The Ben & Jerry's ice cream store at the Inner Harbor, a 5-year-old experiment in mixing social work with profits, is being evicted because it failed to pay rent for more than 18 months.
The shop will close this weekend, eliminating jobs for 15 workers, including eight mentally ill clients of People Encouraging People Inc., said Dale Meyer, president of the Baltimore-based nonprofit agency that owns and operates the franchise.
"This is a tremendous blow," Ms. Meyer said. "What made us unique was our job training and small business development" to help the mentally ill rejoin the world of work, and to persuade employers that mentally ill people could be good employees, she said.
Although the 14-year-old agency has tried other businesses, including a used clothing store and a printer cartridge remanufacturing operation, the ice cream shop was many workers' favorite.
"I think people make people well. . . . I like seeing the smiles on children's faces when they get a cone," said Carroll Price, a morning shift worker.
The eviction could also be a setback to Ben & Jerry's Homemade Inc., the Waterbury, Vt.-based ice cream maker that prides itself on doing well by doing good, said company spokesman Alan Parker.
The Inner Harbor store is one of five "partnershops," in which Ben & Jerry's has forgiven the standard $25,000 franchise fee to help a nonprofit agency start up a shop, he said.
The company is helping People Encouraging People look for another location, Mr. Parker said. But if the organization doesn't secure one, the business will close permanently. It would be the first failure associated with Ben & Jerry's special program.
People Encouraging People is being evicted by the new owners of what used to be known as Harrison's Pier 5, a hotel and restaurant complex at the corner of Eastern Avenue and Pratt Street.
Developer Otis Warren Jr., head of the five-member partnership that bought the troubled facility from the city for $5.5 million last .. month, said he has supported People Encouraging People and similar charities for years. But he said he is running a for-profit business, and needs a rent-paying tenant in the 1,100-square-foot shop.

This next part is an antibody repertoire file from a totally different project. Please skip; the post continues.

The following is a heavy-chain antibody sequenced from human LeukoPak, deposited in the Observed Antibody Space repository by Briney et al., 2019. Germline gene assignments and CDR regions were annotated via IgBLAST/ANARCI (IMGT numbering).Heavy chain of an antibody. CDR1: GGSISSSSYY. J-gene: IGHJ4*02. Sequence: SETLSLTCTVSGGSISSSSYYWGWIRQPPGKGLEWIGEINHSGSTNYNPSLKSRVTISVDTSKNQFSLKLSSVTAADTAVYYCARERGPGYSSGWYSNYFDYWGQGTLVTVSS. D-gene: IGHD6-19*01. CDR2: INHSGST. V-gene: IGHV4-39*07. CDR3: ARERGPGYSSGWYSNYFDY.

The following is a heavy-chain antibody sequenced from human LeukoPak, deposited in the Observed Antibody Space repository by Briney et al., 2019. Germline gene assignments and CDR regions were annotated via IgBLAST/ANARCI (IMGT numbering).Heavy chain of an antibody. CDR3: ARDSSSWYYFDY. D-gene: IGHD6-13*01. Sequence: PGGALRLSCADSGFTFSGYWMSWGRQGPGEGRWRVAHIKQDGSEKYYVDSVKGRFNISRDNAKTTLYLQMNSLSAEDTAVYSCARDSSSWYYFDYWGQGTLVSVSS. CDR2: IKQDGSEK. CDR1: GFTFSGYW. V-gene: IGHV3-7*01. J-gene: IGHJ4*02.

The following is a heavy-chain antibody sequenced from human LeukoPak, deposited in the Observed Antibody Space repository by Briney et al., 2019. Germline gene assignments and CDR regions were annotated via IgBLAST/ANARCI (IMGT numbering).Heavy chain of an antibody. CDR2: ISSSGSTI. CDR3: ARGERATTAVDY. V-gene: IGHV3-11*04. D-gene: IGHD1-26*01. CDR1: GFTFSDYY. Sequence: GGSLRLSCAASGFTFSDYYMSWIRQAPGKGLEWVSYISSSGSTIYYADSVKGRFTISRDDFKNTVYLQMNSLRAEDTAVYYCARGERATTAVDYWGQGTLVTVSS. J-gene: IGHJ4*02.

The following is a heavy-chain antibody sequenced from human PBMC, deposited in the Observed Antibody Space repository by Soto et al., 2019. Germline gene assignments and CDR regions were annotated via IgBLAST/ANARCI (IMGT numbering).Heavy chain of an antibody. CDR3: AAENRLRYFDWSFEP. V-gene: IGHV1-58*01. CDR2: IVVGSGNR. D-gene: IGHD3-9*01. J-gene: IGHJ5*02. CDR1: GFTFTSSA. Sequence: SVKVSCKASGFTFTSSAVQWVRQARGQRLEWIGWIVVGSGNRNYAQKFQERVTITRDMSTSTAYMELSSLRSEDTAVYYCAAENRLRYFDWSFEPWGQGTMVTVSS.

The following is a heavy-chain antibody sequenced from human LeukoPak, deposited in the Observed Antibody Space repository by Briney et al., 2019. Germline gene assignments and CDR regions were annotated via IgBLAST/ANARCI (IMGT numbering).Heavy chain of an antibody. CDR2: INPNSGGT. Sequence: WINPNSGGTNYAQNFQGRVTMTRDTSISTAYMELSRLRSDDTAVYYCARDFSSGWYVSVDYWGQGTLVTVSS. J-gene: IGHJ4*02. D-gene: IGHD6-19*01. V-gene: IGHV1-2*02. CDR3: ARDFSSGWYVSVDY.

People Encouraging People officials say they aren't technically in default because the city, which took over the troubled $13 million hotel and restaurant project in early 1994, has forgiven all of its past due rent bill -- more than $13,000.
They said they couldn't afford to pay the rent because construction on the Columbus Center next door made it hard for tourists to find the shop.
Ice cream sales fell from a slightly profitable level of about $360,000 a year before the construction started in 1993 to a money-losing $160,000 in the fiscal year that ended last month, said Gil Shifflett, controller of People Encouraging People.
Even if the organization finds another location to restart the shop, the eviction will hurt because the charity will lose tens of thousands of dollars worth of improvements -- such as sinks and air conditioners -- it made to the shop inside the hotel at Pier 5, Ms. Meyer said.
People Encouraging People hopes to find an investor or donor willing to help the organization pay back the $90,000 balance remaining on a Small Business Administration start-up loan, she said.